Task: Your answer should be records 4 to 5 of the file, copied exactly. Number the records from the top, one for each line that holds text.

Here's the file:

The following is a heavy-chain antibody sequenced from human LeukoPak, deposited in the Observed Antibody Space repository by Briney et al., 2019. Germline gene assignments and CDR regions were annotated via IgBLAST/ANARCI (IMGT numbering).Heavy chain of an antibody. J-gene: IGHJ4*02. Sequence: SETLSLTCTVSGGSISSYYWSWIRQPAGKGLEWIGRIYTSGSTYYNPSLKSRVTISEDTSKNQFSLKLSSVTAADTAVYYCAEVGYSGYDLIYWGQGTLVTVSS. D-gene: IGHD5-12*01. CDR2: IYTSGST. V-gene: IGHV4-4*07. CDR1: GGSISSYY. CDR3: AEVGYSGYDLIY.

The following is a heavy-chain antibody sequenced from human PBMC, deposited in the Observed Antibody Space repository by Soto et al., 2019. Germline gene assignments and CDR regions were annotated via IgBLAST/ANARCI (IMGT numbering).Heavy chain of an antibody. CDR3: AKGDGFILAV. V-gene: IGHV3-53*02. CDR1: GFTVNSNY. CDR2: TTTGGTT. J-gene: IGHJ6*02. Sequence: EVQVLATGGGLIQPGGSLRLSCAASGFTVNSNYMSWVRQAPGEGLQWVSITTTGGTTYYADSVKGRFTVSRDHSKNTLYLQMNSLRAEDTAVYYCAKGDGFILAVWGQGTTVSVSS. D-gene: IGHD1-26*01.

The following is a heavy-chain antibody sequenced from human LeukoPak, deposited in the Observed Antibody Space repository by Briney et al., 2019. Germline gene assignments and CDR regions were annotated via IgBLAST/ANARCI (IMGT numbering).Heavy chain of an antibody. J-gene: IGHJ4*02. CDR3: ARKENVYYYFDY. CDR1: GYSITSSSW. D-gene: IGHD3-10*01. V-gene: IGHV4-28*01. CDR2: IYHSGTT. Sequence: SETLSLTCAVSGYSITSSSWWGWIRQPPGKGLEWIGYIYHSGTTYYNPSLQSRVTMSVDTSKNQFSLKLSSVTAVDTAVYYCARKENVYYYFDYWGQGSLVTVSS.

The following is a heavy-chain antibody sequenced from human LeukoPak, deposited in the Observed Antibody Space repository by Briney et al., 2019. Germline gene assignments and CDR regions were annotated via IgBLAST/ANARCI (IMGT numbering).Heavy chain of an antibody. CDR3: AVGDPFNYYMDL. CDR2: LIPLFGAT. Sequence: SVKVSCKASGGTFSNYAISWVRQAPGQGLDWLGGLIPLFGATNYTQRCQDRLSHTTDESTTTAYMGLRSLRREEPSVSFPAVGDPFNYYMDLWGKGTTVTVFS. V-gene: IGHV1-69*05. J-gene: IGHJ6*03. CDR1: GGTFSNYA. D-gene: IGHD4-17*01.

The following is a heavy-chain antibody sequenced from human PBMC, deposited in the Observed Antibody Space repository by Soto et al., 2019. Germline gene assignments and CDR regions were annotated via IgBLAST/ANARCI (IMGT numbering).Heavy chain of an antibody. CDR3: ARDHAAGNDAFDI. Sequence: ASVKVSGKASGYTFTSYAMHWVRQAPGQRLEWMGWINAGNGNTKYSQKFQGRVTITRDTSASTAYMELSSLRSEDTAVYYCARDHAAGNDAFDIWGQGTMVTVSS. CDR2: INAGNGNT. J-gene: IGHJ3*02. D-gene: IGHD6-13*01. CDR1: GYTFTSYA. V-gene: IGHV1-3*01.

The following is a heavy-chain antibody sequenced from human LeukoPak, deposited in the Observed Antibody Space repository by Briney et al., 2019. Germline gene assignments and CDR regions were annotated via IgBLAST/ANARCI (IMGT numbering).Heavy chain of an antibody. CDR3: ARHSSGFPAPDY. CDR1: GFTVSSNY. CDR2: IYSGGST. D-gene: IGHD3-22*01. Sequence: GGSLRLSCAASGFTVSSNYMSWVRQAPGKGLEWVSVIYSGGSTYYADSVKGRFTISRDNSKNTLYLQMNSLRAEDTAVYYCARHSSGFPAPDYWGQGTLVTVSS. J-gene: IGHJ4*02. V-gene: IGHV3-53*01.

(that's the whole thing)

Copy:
The following is a heavy-chain antibody sequenced from human LeukoPak, deposited in the Observed Antibody Space repository by Briney et al., 2019. Germline gene assignments and CDR regions were annotated via IgBLAST/ANARCI (IMGT numbering).Heavy chain of an antibody. CDR3: AVGDPFNYYMDL. CDR2: LIPLFGAT. Sequence: SVKVSCKASGGTFSNYAISWVRQAPGQGLDWLGGLIPLFGATNYTQRCQDRLSHTTDESTTTAYMGLRSLRREEPSVSFPAVGDPFNYYMDLWGKGTTVTVFS. V-gene: IGHV1-69*05. J-gene: IGHJ6*03. CDR1: GGTFSNYA. D-gene: IGHD4-17*01.

The following is a heavy-chain antibody sequenced from human PBMC, deposited in the Observed Antibody Space repository by Soto et al., 2019. Germline gene assignments and CDR regions were annotated via IgBLAST/ANARCI (IMGT numbering).Heavy chain of an antibody. CDR3: ARDHAAGNDAFDI. Sequence: ASVKVSGKASGYTFTSYAMHWVRQAPGQRLEWMGWINAGNGNTKYSQKFQGRVTITRDTSASTAYMELSSLRSEDTAVYYCARDHAAGNDAFDIWGQGTMVTVSS. CDR2: INAGNGNT. J-gene: IGHJ3*02. D-gene: IGHD6-13*01. CDR1: GYTFTSYA. V-gene: IGHV1-3*01.